Stirring the Hornet's Nest

Indiana lottery officials look to fold illegal gambling; will investigate truckstops, c-stores

Published in CSP Daily News

INDIANAPOLIS -- Faced with declining revenue, state lottery officials are assessing the extent of illegal gambling at Indiana's truckstops and convenience storesbusinesses where illegal devices often compete with lottery tickets sold only a few feet away, reported the Associated Press.

Starting this year at Governor Mitch Daniels' urging, Indiana's excise police began raiding taverns and fraternal clubs, seizing cash and yanking circuit boards from the video-gambling machines and other devices. Excise police have shut down more than 500 machines and [image-nocss] seized $30,000 in cash, but their jurisdiction does not extend to truckstops and c-stores where no alcohol is sold.

Hoosier Lottery Executive Director Esther Schneider intends to order a count of lottery retailers to get a clearer picture of how many of them have illegal gambling devices.

Schneider, who was appointed the lottery chief by Daniels in January, said she is trying to gather more information about ways the lottery can continue to raise revenue for the state and act to prevent illegal gambling.

"I know a lot of retailers use [them] for supplemental income," Schneider said. "It's a hornet's nest that I really don't want to stir until I have some answers and some solutions."

The Courier-Journal of Louisville, Ky., conducted a spot check of businesses along a portion of I-65 last Thursday and found that each exit with at least one truckstop had illegal gambling devices. The newspaper found six locations with a total of 20 electronic machines, plus six illegal "quarter-push" games that allow players to drop quarters into display cases in an attempt to win back the coin and more.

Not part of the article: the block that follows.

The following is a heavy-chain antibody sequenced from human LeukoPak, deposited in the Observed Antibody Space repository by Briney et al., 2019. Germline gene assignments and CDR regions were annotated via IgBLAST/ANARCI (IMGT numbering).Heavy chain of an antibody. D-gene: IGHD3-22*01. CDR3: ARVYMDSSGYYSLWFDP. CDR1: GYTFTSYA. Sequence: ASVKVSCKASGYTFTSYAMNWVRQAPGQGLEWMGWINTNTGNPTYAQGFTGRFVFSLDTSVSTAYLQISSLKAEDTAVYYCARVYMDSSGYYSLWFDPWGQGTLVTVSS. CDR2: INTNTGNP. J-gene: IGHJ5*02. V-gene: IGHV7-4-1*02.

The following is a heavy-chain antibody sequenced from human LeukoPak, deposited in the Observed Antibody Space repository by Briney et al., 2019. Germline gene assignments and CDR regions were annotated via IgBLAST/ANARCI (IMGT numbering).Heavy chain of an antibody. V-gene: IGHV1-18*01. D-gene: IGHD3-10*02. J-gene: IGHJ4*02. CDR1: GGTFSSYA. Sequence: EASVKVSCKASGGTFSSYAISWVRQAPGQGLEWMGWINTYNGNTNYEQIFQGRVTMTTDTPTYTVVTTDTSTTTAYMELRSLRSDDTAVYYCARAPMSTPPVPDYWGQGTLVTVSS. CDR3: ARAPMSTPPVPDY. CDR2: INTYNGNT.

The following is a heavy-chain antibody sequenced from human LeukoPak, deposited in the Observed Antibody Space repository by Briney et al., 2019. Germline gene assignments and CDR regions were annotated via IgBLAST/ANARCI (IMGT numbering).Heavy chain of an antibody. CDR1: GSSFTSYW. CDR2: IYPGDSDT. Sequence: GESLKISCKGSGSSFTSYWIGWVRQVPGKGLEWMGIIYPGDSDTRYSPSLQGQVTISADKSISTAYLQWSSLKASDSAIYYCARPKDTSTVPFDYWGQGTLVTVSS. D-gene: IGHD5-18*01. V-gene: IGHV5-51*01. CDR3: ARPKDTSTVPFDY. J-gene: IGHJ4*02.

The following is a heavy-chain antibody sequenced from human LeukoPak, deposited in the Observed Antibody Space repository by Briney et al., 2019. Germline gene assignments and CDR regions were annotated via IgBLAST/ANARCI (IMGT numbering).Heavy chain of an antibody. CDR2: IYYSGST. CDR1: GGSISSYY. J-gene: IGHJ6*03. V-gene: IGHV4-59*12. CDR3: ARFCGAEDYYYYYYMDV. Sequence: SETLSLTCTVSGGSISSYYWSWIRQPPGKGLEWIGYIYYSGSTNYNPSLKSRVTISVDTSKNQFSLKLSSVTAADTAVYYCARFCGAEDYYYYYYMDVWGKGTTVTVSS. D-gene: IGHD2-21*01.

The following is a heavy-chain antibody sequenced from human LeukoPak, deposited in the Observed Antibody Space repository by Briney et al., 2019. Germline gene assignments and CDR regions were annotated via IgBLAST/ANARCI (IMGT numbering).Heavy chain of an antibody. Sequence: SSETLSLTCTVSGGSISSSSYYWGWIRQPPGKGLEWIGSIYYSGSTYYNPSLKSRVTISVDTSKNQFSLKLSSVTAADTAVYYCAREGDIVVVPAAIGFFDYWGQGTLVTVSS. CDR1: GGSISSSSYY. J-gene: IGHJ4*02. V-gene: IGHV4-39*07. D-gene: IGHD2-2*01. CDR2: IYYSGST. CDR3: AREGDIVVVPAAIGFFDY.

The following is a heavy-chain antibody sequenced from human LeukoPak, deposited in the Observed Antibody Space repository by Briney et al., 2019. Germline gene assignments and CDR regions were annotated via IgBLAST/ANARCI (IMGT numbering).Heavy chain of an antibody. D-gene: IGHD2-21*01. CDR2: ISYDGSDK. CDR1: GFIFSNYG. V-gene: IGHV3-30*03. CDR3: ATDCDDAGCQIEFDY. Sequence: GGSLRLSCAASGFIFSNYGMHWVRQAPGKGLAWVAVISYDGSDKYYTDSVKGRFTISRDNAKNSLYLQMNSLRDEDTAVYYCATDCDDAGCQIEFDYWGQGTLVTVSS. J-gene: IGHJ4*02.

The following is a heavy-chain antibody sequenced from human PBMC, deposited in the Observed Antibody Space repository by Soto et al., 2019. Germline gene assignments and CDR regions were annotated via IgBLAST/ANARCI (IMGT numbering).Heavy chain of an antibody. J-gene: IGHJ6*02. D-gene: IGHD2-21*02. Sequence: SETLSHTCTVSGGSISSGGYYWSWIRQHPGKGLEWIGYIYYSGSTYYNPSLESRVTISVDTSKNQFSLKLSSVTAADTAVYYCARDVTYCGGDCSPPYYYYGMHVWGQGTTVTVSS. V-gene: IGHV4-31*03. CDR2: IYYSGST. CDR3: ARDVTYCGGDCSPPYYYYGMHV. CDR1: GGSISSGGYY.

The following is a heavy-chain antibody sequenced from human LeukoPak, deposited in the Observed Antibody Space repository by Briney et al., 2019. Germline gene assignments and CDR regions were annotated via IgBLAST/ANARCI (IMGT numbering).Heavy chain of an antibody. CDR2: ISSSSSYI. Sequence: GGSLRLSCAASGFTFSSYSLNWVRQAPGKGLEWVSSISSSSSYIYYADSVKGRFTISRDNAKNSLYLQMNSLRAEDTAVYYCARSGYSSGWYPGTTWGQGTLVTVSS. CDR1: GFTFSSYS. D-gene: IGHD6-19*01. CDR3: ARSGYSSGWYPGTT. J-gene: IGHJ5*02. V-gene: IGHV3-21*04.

The Hoosier Lottery does not keep records on the number of illegal gambling machines at its more than 2,000 retailers. As a result, it finds itself under increasing pressure to address the presence of illegal machines at its retail locations.

In fiscal 2004 the lottery generated nearly $200 million in revenue, paying out $436 million in prizes. But its income is expected to drop about 5% when final figures for 2005 are compiled.

Other states, such as Oregon and West Virginia, control and monitor the video-gambling industry.

Hoosier prosecutors seldom file criminal charges involving gambling. They have said they would rather target more serious offenses. And juries are increasingly reluctant to convict a bar owner or a bookie for illegal gambling when state-sponsored casino gambling is thriving.

Schneider said she and other lottery executives considered sending letters to retailers, warning that their licenses could be revoked if they refused to remove the machines. But they opted for more research before acting.